Philosophical Quarterly 60 (239):243-263 (2010)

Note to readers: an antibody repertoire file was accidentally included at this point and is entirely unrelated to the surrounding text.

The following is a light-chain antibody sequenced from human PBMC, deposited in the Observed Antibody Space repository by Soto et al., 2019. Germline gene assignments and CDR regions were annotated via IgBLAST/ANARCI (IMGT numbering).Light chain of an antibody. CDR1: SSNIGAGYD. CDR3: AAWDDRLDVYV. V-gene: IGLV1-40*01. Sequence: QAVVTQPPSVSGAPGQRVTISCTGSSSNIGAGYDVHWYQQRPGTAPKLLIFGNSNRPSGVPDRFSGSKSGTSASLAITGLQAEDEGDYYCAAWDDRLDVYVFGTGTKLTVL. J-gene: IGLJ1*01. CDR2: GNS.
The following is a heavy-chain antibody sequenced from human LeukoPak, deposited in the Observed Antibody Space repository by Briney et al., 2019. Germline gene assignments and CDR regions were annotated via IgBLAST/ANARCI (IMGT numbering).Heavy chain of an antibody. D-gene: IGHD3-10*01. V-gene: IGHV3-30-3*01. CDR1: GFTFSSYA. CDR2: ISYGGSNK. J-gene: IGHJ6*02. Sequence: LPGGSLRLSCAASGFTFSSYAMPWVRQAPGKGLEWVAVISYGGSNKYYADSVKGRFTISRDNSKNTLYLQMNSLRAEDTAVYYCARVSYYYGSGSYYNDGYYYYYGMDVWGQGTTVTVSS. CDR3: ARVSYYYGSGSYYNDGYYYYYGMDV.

|Abstract||Apparently snobbery undermines justification for and legitimacy of aesthetic claims. It is also pervasive in the aesthetic realm, much more so than we tend to presume. If these two claims are combined, a fundamental problem arises: we do not know whether or not we are justified in believing or making aesthetic claims. Addressing this new challenge requires an epistemological story which underpins when, where and why snobbish judgement is problematic, and how appreciative claims can survive. This leads towards a virtue-theoretic account of art appreciation and aesthetic justification, as contrasted with a purely reliabilist one – a new direction for contemporary aesthetics.|
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